The world of yowhatsshakin


Rumor has it that ASAT stands for “After Strat After Tele”. However, George Fullerton (the “G” in G&L) claims that, in line with other military related model names used, it is just a reference to Anti-Satellite”. This name was adopted for the model with the large sized Magnetic Field Design (MFD) pickups after the Broadcaster name was dropped. Leo spent quite a large amount of time trying to improve on the single coil pickups he has always been associated with before he was able to come up with MFD’s. These pickups are warmer than the traditional Telecaster single coils as well as the P-90 for which they are frequently mistaken. To create a little more twang for the ASAT Classic, Leo developed the traditional sized, Tele-style MFDs, hand-wound with the same machine used at Fender Electric Instruments. The body of this guitar is a beautiful slab of swamp ash with Butterscotch Blonde finish, and has a 1-ply bakelite pickguard for a vintage look. The controls are as usual for a Telecaster: volume, tone and 3-way pickup selector, the “hat” version that is. The chrome plated boxed-steel 6-saddle bridge provides optimal control for intonation. The Bi-Cut neck is made from Bird’s Eye maple with a 12” radiused fingerboard and finished with a gun-oil stain for that antique look. For more information on this model, visit:


G&L ASAT Classic

The story behind this guitar

Year:                  1999

Serial number:    CLF12244

Neck date:         none, marked ‘Neckwork’, ’99’, ‘TINT SHINY’, ‘BE’, ‘CC’

Body date:         23 APR 1999

Strings:              D’Addario EXL115 Nickel Wound Blues/Jazz Rock (11-49)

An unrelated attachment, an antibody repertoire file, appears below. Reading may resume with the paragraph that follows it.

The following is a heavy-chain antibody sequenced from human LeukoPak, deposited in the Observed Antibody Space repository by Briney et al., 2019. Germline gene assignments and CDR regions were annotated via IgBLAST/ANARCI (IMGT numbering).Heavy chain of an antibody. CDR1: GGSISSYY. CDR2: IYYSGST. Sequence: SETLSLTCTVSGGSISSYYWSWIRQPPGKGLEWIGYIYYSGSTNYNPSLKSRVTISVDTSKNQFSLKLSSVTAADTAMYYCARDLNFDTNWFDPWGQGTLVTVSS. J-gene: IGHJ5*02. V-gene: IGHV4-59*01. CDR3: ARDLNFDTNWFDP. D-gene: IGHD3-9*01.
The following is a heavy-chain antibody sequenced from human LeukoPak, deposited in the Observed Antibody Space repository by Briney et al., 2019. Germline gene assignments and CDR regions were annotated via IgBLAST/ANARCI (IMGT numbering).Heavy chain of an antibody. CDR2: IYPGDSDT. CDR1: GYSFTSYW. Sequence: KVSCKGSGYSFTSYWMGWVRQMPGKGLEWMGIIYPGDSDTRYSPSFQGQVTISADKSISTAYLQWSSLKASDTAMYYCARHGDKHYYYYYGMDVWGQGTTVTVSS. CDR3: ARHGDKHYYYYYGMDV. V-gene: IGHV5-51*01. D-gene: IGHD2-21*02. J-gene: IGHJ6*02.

One of my favorite guitars. It has that well known bark and snap. Tuning it in open-G was one of the watershed moments in my continuing journey to learn to play the guitar. All of a sudden a whole slew of Keef Riffhard stuff fell into place. ‘Honky Tonk Woman’, ‘Brown Sugar’, and about all of ‘Exile on Main Street’ sounded like it should. When deciding to get a Telecaster model, I could have easily gone with Fender. But this small store in downtown Seattle, The Zobrist, that I dropped by once in a while, only carried G&L. I still remember one of the first times I went down there. They had an orange ASAT Classic that sounded fantastic. In those days, being a “lowly” paid post-doc, I just didn’t have the means to buy one yet. But when it became possible, I custom ordered this guitar and tried to make it as much 1952 as I could. Yes, that included the after-market ashtray I’m not ashamed to admit. And although I should have ordered it with a tweed case right away, I did find one in excellent condition. Every time I pick up this guitar, switch my TriAxis to the Rhythm Clean channel, it makes me ‘Happy’. Which is usually the first tune I’ll play ...